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Ivory v. Woodruff Electric Cooperative Corp.

Court of Appeals of Arkansas, Division II

April 22, 2015

CALVIN IVORY, APPELLANT
v.
WOODRUFF ELECTRIC COOPERATIVE CORPORATION, APPELLEE

Page 806

APPEAL FROM THE LEE COUNTY CIRCUIT COURT, NO. 39CV-12-104. HONORABLE L.T. SIMES II, JUDGE.

Etoch Law Firm, by: Louis A. Etoch, for appellant.

Friday, Eldredge & Clark, LLP, by: James C. Baker and Tory H. Lewis, for appellee.

M. MICHAEL KINARD, Judge. GLOVER and HIXSON, JJ., agree.

OPINION

Page 807

M. MICHAEL KINARD, Judge

Appellant Calvin Ivory filed a negligence suit against appellee Woodruff Electric Cooperative Corporation after a fire destroyed Ivory's house. He alleged that Woodruff was negligent in the maintenance of its electric poles, lines, and transformers located near his property in that Woodruff had refused to exercise ordinary care by taking measures to prevent known wildlife in the area from interfering with the electrical equipment. Ivory claimed that this allowed a squirrel to interfere with the electrical equipment, which caused the fire that destroyed his property. Ivory also alleged that he was entitled to recover damages under the theory of res ipsa loquitur. The trial court granted summary judgment to Woodruff. Ivory now appeals, arguing that the trial court erred in determining that Woodruff did not owe him a duty and that res ipsa loquitur did not apply. We find merit in his first point and reverse and remand.

In its motion for summary judgment, Woodruff argued that, as a matter of law, it had no legal duty to foresee or protect against harm caused by squirrels. Woodruff also argued that Ivory could not recover under res ipsa loquitur because Woodruff did not maintain control over all of the instrumentalities that led to the fire, including the squirrel and the vacant lot where the fire originated, and the injury occurred absent any negligence on its part. Ivory responded to the motion, and both parties attached excerpts from the deposition of Carl Horton, Woodruff's vice president of member services.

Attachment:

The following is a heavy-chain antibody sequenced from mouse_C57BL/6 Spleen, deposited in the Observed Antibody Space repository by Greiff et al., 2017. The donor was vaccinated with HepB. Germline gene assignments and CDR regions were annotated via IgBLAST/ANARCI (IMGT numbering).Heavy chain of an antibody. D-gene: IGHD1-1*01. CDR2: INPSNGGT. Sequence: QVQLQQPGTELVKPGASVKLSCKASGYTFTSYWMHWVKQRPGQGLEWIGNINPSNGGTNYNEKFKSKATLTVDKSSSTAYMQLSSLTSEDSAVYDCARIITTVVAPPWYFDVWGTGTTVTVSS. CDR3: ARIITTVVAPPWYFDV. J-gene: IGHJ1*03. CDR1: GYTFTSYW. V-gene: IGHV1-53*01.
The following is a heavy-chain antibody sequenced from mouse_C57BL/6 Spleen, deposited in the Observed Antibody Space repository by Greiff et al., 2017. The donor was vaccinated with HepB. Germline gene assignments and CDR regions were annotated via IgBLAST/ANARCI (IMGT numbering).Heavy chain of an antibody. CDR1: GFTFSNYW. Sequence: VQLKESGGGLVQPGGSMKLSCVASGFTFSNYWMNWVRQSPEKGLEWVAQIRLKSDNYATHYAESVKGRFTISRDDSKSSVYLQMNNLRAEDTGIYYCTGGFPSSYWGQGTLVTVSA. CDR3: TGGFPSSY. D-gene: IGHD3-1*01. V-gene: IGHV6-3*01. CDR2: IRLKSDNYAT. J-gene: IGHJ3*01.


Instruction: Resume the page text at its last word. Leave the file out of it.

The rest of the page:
Horton testified that one of Woodruff's goals was to provide safe electrical service. He said that the fire was caused when a squirrel got on the transformer and created a fault current by touching either the top of the bushing or the wire next to the bushing. This caused a line to burn and fall to the ground dropping molten metal. A grass fire started that burned across a lot to Ivory's house.

Horton testified that a critter guard is a device that can be put on transformers to try to keep animals from making contact with the bushing. He said that the transformer where the fire started did not have a critter guard because it was not Woodruff's standard practice to put critter guards on all transformers. Woodruff did put critter guards on transformers that had a history of wildlife-related outages, but this location had never had a wildlife-related outage. Woodruff's newer model transformers were equipped with critter guards and protective covered wire that prevented many contacts from animals and tree limbs. This location did not have covered wire.

Horton said that electric companies know that squirrels can cause a fault current and that it was " pretty common" for a squirrel to cause an outage. He said that those outages sometimes cause the power lines to spark, and the lines can burn and fall to the ground. Horton said that it was not necessarily true that Ivory's house would not have burned if this transformer had a critter guard because critter guards are not one hundred percent effective in preventing animals from causing damage. Horton said that this transformer was in compliance with all of Woodruff's policies as well as the requirements of the National Electric Safety Code, the Public Service Commission, and the Rural Utilities Service.

The trial court found that Woodruff did not have a duty to ...


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